Figure 9 shows the cumulative metallicity distributions of stars without planets and stars with a planet more massive than a given mass. To show the effect of varying the mass of the central stars, these distributions have been computed for stars with masses 0.5 M, 1.0 M, and 2.0 M as well as for the three different values of αD = 2. For reference, the metallicity distribution of all stars in the sample, regardless of whether they host planets or not, is also drawn in the same figure.

The overall effect of metallicity on the formation of planets can be measured by the shift between the different colored curves (stars with planets) and the reference curve (all stars). The shift between the colored curves illustrates the difference in metallicity between stars of different masses but all with planets. In all cases, this differential metallicity effect is much smaller than the overall effect. Hence, we conclude from our models that the metallicity effect is only weakly dependent on stellar mass.

thumbnail Fig. 10

Cumulative histograms of metallicities of all stars and stars with an observable planets. The solid black line is the cumulative histogram of all stars considered in this work, which does not depend on the mass of the central star. In each panel, the blue dotted curve is the cumulative histogram of 0.5 M stars with an observed planet, the short dashed red line is for 1.0 M stars, and the long dashed green curve is for 2.0 M stars. A planet is observable if it produces a RV amplitude larger than a given K, and has a period shorter than 5 years. The different assumed values of K and αD are indicated at the top and right of the figure. Only planets more massive than the Earth are considered in the figure.

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From the figure, it is clear that a metallicity effect is present in all cases in the sense that stars hosting planets are, on average, more metal rich (colored lines are shifted to the right of the black line). Comparing the three rows of Fig. 9, we also see that the metallicity effect also depends on the mass of the disk itself. In the case of αD = 0, the effect is very similar for the three stellar masses considered. On the other hand, for αD = 1.2 and, even more importantly for αD = 2, the effect increases as the mass of the primary decreases. This can be easily understood by recalling that the formation of a planet is, to first order, dependent on the total amount of mass in the form of planetesimals. In our model, this mass depends on the product of the gas surface density (or the gas disk mass) and the dust-to-gas ratio, which itself is a growing function of the metallicity.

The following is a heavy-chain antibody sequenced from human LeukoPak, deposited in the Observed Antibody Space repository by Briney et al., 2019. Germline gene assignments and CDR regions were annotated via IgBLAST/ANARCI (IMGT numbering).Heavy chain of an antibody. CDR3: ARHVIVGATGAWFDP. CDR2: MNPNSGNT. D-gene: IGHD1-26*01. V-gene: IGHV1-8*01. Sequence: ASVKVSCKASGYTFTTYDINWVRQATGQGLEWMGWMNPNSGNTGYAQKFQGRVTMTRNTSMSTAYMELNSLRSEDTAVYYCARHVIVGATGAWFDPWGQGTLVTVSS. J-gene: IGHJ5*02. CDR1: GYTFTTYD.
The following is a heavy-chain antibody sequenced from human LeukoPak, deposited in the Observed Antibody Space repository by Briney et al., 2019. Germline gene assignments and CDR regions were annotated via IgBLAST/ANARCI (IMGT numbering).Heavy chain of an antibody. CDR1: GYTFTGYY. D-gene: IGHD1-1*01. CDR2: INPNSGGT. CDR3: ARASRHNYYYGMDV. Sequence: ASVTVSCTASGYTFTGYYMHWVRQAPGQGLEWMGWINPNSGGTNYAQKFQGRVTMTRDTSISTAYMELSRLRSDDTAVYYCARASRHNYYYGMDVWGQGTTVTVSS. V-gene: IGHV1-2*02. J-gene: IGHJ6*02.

When the disk mass scales with stellar mass (αD = 1.2 and αD = 2), the disks orbiting 2.0 M stars are much more massive than those orbiting 0.5 M stars. Therefore, the minimum metallicity required to form a massive planet is correspondingly lower for massive stars than lower mass stars. In contrast, for αD = 0, the metallicity effect is much less dependent on stellar mass since for all masses, the total amount of solids available is varies only with metallicity.

Observationally, the metallicity effect is not defined by the existence of a planet more massive than a given value, but by the presence of an observable planet, with an induced Doppler shift larger than a given value. Figure 10 present curves similar to Fig. 9, except that we now consider planets with periods shorter than five years but inducing a Doppler shift higher than 30, 10, or 1 m/s. In this case, both the mass and the semi-major axis of the planets are important as they enter both in determining the amplitude of the Doppler shift.